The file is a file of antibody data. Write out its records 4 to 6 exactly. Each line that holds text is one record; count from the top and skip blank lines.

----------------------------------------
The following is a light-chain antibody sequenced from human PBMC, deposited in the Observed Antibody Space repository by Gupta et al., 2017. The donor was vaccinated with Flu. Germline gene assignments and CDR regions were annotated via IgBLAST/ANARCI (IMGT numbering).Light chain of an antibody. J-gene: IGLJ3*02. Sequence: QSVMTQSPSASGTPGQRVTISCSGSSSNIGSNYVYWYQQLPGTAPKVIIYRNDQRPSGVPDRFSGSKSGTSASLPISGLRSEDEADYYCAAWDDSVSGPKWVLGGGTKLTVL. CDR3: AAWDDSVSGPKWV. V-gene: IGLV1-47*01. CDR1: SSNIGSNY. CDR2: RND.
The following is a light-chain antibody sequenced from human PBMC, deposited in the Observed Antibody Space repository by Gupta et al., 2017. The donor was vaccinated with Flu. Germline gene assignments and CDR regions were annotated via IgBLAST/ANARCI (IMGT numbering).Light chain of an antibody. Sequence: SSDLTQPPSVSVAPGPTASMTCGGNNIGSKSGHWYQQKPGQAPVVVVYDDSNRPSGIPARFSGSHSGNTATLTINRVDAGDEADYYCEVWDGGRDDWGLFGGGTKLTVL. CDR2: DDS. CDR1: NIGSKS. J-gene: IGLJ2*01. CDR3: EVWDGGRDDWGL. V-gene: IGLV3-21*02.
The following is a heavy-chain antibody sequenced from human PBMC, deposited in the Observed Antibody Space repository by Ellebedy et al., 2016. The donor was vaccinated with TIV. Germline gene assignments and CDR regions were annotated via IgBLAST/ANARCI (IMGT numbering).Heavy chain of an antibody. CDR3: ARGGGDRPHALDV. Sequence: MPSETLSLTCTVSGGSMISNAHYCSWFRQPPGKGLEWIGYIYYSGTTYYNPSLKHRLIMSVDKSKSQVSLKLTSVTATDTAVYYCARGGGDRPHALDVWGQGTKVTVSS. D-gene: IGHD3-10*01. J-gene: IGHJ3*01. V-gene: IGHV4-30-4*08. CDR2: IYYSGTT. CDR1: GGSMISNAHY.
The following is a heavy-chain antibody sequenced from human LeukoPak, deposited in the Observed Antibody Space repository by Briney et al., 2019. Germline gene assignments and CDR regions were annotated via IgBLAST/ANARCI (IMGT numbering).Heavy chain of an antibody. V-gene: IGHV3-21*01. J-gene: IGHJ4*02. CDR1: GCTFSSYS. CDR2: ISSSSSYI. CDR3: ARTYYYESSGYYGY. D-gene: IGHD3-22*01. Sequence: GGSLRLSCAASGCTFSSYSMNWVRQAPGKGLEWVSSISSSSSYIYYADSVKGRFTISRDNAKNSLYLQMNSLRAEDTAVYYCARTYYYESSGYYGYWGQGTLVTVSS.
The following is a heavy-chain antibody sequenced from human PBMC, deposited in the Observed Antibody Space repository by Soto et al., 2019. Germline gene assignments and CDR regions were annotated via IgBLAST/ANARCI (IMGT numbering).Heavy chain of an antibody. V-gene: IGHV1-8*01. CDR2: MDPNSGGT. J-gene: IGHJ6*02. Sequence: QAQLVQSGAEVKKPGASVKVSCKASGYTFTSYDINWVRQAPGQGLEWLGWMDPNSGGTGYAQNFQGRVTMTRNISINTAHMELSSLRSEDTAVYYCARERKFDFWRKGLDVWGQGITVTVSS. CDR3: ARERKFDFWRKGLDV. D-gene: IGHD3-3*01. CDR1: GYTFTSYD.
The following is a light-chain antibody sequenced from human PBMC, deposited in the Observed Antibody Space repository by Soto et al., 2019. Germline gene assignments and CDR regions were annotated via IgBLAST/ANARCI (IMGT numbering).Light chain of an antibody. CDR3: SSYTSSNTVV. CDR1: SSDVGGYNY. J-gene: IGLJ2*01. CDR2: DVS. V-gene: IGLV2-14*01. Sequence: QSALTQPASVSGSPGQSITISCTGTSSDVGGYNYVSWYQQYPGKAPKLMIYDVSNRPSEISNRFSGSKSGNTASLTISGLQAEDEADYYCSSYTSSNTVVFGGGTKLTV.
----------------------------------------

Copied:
The following is a heavy-chain antibody sequenced from human LeukoPak, deposited in the Observed Antibody Space repository by Briney et al., 2019. Germline gene assignments and CDR regions were annotated via IgBLAST/ANARCI (IMGT numbering).Heavy chain of an antibody. V-gene: IGHV3-21*01. J-gene: IGHJ4*02. CDR1: GCTFSSYS. CDR2: ISSSSSYI. CDR3: ARTYYYESSGYYGY. D-gene: IGHD3-22*01. Sequence: GGSLRLSCAASGCTFSSYSMNWVRQAPGKGLEWVSSISSSSSYIYYADSVKGRFTISRDNAKNSLYLQMNSLRAEDTAVYYCARTYYYESSGYYGYWGQGTLVTVSS.
The following is a heavy-chain antibody sequenced from human PBMC, deposited in the Observed Antibody Space repository by Soto et al., 2019. Germline gene assignments and CDR regions were annotated via IgBLAST/ANARCI (IMGT numbering).Heavy chain of an antibody. V-gene: IGHV1-8*01. CDR2: MDPNSGGT. J-gene: IGHJ6*02. Sequence: QAQLVQSGAEVKKPGASVKVSCKASGYTFTSYDINWVRQAPGQGLEWLGWMDPNSGGTGYAQNFQGRVTMTRNISINTAHMELSSLRSEDTAVYYCARERKFDFWRKGLDVWGQGITVTVSS. CDR3: ARERKFDFWRKGLDV. D-gene: IGHD3-3*01. CDR1: GYTFTSYD.
The following is a light-chain antibody sequenced from human PBMC, deposited in the Observed Antibody Space repository by Soto et al., 2019. Germline gene assignments and CDR regions were annotated via IgBLAST/ANARCI (IMGT numbering).Light chain of an antibody. CDR3: SSYTSSNTVV. CDR1: SSDVGGYNY. J-gene: IGLJ2*01. CDR2: DVS. V-gene: IGLV2-14*01. Sequence: QSALTQPASVSGSPGQSITISCTGTSSDVGGYNYVSWYQQYPGKAPKLMIYDVSNRPSEISNRFSGSKSGNTASLTISGLQAEDEADYYCSSYTSSNTVVFGGGTKLTV.